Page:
I'm starting to like this guy more and more. He doesn't pontificate much, which means shorter council meetings, but when he says something, it's a pretty good, meaningful quote.

Still, even with public safety, you've gotta do some cost benefit analysis, which Council member Curt Kreun tried to do with the department heads.

There's a nice Powerpoint presentation by architect Lonnie Laffen that you can download here. (I'm running out of room on the Geocities storage site so I'm deleting that letter the Turtle Mountain Band of Chippewa got from Gov. John Hoeven from way back when. Anyone know a place to park all this material? Can't seem to do it on

To summarize what the department heads said, here's what the city would get for $5.8 million:

* A modern facility to store mosquito control chemicals. The current facility is rented and rent is going way up. It doesn't have fire sprinklers or good security. And worse of all, it doesn't have a containment system to keep spills from getting out of hand.

* Police and firefighters wouldn't have to go out of town to train as they do now. Chief John Packett said 10 to 15 percent of the cop force is away on training at any one time. We're talking about things like SWAT training.

Firefighters have a fire tower to rappel off of but Chief Pete O'Neill said the thing is 30 years old and not safe.

* Police and firefighters from around the region would get better training with a nearby facility. This would help pay for the center since users would pay a user fee.

* A new cop shop and fire station in the Industrial Park, which isn't all that close to existing stations.

* An empty Civic Center, where a lot of the public safety equipment is stored. The city is trying to attract a tenant for the center.

Landfill lawsuit will go on

It looks like the City Beat can look forward to many fun hours at Grand Forks District Court this December.

Judge Joel Medd recently denied Turtle River Township's motion to dismiss the city of Grand Forks' appeal. The city wants the judge to overturn the township board of supervisor's decision not to allow the city to build a landfill in township land.

Township attorney Al Boucher said back in mid-July that the city didn't correctly file its appeal because it didn't use the word "appeal" anywhere in its filing. Since the court only has appellate jurisdiction, it has no jurisdiction over the city's non-appeal.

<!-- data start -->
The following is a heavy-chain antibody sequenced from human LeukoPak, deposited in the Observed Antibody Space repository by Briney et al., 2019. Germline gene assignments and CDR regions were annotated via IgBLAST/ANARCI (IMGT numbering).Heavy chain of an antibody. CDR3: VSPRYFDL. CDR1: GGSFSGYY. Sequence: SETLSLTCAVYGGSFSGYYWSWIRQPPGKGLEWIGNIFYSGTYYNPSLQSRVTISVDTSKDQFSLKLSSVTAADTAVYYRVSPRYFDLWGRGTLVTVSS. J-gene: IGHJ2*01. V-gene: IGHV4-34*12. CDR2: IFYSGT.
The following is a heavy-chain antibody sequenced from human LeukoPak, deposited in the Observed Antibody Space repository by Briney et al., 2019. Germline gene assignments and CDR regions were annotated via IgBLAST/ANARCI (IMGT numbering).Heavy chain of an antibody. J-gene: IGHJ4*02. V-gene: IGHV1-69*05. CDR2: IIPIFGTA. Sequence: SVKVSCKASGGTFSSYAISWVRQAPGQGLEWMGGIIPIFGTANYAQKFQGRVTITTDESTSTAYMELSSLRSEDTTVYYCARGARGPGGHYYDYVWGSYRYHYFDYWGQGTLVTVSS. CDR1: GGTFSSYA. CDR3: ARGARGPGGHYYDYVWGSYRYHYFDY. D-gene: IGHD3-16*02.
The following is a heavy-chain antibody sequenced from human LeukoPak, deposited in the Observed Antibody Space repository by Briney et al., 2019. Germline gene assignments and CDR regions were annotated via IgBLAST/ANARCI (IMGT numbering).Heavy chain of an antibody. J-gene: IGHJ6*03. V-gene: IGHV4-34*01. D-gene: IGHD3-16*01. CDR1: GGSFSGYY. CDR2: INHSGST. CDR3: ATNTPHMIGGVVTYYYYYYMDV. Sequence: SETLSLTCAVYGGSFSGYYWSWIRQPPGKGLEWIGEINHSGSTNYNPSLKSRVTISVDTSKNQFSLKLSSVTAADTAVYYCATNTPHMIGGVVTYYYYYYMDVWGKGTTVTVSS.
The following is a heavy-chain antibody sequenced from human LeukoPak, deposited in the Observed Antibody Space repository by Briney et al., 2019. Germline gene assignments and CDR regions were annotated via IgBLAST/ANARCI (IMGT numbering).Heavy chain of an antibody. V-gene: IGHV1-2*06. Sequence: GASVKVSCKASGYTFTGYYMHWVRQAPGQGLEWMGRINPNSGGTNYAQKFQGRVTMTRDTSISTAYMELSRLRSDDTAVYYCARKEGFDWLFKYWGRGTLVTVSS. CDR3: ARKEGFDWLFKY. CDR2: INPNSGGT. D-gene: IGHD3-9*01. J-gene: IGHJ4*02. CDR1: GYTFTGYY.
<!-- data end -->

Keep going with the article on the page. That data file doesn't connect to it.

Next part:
I didn't roll my eyes or anything but Al read my thoughts. He told me later that it may sound like a technicality but these things have to be done correctly. If the statute of limitation on a crime is, say, six years, he said, and charges are filed on the first day of the seventh year, they wouldn't stick. Same situation here.

The city's attorney Ron Fischer said state law doesn't define what an appeal is. By taking the township to an appellate court and asking the court to overturn the city's decision, he argued, he's essentially filing an appeal.

He noted that state law doesn't say what an appeal has to look like.

Medd agreed with Fischer. The city's appeal doesn't say "appeal" so the substance of it makes it an appeal.

The township is free to appeal Medd's decision but Boucher doesn't know if that will happen yet. The question is, will he put the word "appeal" at the top or not?

Moving to Area Voices

As much as I hate to do it, the City Beat is gonna have to go over to Area Voices, owned by our overlords at Forum Communications.

I'm tentatively making the moving date Sept. 1.

I know how you guys feel about Area Voices so here's the deal: Tell me why you think it sucks and I'll look into ways to change it. We're not real sure how much control we'll have but I'm hoping that as a part of the Forum, we'll get to muck around with the codes more than others would. Who knows...

Update 2:39 p.m., 8/24/06: Word is Fargo's working on the RSS feeds for us. Your complaints are being noted.